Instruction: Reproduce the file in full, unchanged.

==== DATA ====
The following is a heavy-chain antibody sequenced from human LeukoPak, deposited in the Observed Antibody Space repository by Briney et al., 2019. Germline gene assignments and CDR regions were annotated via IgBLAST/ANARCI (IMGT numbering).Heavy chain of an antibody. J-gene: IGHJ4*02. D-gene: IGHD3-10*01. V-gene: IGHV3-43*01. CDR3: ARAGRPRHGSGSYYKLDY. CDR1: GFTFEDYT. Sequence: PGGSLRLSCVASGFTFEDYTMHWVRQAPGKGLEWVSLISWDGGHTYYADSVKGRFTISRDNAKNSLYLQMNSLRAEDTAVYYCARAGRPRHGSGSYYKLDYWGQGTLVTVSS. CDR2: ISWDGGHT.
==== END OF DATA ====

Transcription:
The following is a heavy-chain antibody sequenced from human LeukoPak, deposited in the Observed Antibody Space repository by Briney et al., 2019. Germline gene assignments and CDR regions were annotated via IgBLAST/ANARCI (IMGT numbering).Heavy chain of an antibody. J-gene: IGHJ4*02. D-gene: IGHD3-10*01. V-gene: IGHV3-43*01. CDR3: ARAGRPRHGSGSYYKLDY. CDR1: GFTFEDYT. Sequence: PGGSLRLSCVASGFTFEDYTMHWVRQAPGKGLEWVSLISWDGGHTYYADSVKGRFTISRDNAKNSLYLQMNSLRAEDTAVYYCARAGRPRHGSGSYYKLDYWGQGTLVTVSS. CDR2: ISWDGGHT.